The Malone antegrade continence enema procedure: the Amsterdam experience

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  • Amsterdam experience

    prevalence of 0.7% to 29.6% with no differences found fecal incontinence, and abdominal pain. Less than 5% to

    stenosis, anorectal malformations), metabolic and gastroin-

    Journal of Pediatric Surgery (2011) 46, 16031608 Corresponding author.between Europe, Oceania, and North America [1]. The main 10% of children with constipation have an underlyingorganic cause, such as anatomic malformation (ie, analMethods: A retrospective analysis of 23 patients who underwent the construction of a MACE stoma wasperformed. Preoperative and postoperative data were evaluated. A specific questionnaire was used toassess patient satisfaction.Results: A significant increase was found in defecation frequency (1.0 [range, 0-4] pretreatment vs 5.5[range, 0-28] posttreatment per week; P b .006) and a significant decrease in fecal incontinencefrequency (10 [range, 0-14] pretreatment vs 0 [range, 0-14] posttreatment per week; P b .034).Postoperative complications of the MACE procedure were fecal leakage (43%), wound infection (52%),and stomal stenosis (39%). A total of 86% of the patients were satisfied with the results of the Malonestoma (n = 21).Conclusions: The MACE procedure is an effective treatment in children with intractable defecationdisorders. Postoperative complications are, however, not uncommon. Further refinement of the techniquefocused to reduce the complication rate is necessary to expand the application of this approach. 2011 Elsevier Inc. All rights reserved.

    Constipation is a common problem in childhood with a symptoms of constipation are infrequent painful defecation,0dKey words:Malone antegradecontinence enema;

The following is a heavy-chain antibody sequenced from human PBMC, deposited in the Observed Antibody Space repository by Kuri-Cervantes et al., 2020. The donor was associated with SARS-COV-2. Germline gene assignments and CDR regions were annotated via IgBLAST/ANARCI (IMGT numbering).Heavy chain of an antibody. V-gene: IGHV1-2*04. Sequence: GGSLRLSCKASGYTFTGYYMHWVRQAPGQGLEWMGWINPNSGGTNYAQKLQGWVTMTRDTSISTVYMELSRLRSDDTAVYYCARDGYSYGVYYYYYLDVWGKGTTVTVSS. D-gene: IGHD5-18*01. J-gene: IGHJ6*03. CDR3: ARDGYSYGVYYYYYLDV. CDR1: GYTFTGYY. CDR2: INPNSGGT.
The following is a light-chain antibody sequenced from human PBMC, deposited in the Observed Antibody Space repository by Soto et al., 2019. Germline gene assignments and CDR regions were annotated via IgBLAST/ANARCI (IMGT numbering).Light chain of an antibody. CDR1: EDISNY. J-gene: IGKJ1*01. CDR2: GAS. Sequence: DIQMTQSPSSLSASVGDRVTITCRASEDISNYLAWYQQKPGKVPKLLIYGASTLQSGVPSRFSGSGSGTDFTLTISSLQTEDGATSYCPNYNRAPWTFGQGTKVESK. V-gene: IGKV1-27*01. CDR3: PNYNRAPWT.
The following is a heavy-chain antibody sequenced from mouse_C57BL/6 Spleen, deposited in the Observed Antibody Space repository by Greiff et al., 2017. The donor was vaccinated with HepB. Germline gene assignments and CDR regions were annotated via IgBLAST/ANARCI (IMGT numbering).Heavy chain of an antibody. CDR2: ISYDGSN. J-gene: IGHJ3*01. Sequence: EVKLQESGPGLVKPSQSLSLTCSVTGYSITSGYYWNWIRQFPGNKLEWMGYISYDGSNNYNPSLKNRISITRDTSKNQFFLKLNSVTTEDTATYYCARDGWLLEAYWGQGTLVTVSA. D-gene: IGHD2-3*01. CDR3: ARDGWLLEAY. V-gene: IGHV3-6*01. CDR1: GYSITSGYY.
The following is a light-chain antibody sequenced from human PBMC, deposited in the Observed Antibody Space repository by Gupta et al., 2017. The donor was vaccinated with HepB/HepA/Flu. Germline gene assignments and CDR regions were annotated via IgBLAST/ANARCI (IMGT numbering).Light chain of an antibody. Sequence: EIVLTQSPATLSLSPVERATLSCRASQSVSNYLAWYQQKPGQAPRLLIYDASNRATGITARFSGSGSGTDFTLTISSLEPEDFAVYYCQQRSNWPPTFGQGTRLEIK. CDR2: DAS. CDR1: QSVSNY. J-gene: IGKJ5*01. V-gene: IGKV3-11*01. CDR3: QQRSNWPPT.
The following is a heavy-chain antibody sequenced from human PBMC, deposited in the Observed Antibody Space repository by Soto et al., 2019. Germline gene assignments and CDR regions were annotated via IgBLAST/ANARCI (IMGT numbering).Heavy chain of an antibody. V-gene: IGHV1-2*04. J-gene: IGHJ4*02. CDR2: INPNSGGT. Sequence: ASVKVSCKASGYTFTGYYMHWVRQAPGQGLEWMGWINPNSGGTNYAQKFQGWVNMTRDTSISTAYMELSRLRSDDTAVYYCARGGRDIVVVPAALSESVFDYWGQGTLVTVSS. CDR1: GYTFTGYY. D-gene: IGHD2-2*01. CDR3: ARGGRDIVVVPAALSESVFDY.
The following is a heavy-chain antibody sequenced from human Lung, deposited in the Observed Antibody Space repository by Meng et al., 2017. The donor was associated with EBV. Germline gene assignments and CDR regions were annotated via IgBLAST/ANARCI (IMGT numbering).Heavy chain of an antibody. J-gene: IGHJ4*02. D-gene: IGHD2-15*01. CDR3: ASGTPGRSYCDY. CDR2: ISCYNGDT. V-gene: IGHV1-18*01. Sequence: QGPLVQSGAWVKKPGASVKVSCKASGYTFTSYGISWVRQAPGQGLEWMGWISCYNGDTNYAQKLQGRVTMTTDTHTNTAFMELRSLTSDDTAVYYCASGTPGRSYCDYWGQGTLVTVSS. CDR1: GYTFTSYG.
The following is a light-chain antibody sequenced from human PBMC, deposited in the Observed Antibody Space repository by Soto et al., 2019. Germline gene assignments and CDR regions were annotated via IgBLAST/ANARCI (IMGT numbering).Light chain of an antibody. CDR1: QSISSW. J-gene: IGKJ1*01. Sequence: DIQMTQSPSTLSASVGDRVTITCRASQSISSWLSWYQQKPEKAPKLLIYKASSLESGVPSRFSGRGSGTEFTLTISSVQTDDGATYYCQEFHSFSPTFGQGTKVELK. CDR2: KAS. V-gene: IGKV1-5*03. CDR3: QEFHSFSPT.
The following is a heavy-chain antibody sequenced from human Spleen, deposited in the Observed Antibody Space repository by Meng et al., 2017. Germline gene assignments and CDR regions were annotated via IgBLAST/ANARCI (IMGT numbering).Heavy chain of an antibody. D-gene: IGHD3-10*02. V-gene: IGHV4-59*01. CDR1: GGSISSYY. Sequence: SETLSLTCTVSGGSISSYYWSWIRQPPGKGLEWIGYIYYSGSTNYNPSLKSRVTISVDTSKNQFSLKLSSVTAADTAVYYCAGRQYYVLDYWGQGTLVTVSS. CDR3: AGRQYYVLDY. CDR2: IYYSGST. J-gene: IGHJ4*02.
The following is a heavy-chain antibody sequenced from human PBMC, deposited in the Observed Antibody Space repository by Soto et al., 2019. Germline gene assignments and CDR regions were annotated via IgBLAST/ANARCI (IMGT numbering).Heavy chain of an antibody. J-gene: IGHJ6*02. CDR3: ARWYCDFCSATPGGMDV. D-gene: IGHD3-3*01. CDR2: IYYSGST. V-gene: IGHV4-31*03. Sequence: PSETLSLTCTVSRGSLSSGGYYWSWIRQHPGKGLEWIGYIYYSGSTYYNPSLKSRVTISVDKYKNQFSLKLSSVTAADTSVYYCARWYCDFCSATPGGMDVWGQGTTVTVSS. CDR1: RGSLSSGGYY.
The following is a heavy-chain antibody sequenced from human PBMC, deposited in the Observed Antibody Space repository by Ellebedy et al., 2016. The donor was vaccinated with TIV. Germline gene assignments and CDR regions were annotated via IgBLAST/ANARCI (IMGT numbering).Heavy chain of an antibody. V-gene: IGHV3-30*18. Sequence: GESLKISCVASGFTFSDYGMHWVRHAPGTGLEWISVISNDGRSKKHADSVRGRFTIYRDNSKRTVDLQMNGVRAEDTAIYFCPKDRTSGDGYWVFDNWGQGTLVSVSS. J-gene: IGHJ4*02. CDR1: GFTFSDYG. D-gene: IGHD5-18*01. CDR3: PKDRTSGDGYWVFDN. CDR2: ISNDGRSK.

MACE;Intractable constipation;Fecal incontinenceLisette T. Hoekstra a,, Caroline F. Kuijper a, Roel Bakx a, Hugo A. Heij a,Daniel C. Aronson a, Marc A. Benningab

    aPediatric Surgical Center of Amsterdam, Emma Children's Hospital / AMC, Academic Medical Center, Amsterdam 1105 AZ,The NetherlandsbDivision of Pediatric Gastroenterology, Emma Children's Hospital / AMC, Academic Medical Center, Amsterdam 1105 AZ,The Netherlands

    Received 19 October 2010; revised 7 April 2011; accepted 7 April 2011

    AbstractBackground: The Malone antegrade continence enema (MACE) procedure has been previouslydescribed as a safe and effective option for the treatment of children with chronic defecation disorderswhen maximal medical therapy and conventional treatment have failed.Purpose: To evaluate clinical success, complications, and quality of life of children with chronicdefecation disorders with a MACE stoma.The Malone antegrade continence enema procedure: theE-mail address: l.t.hoekstra@amc.uva.nl (L.T. Hoekstra).

    022-3468/$ see front matter 2011 Elsevier Inc. All rights reserved.oi:10.1016/j.jpedsurg.2011.04.050www.elsevier.com/locate/jpedsurgtestinal causes (ie, hypothyroidism, celiac disease, cystic

  • fibrosis), or intestinal nerve and muscle disorders (ie,

    and Free University Hospital in Amsterdam, the Netherlands.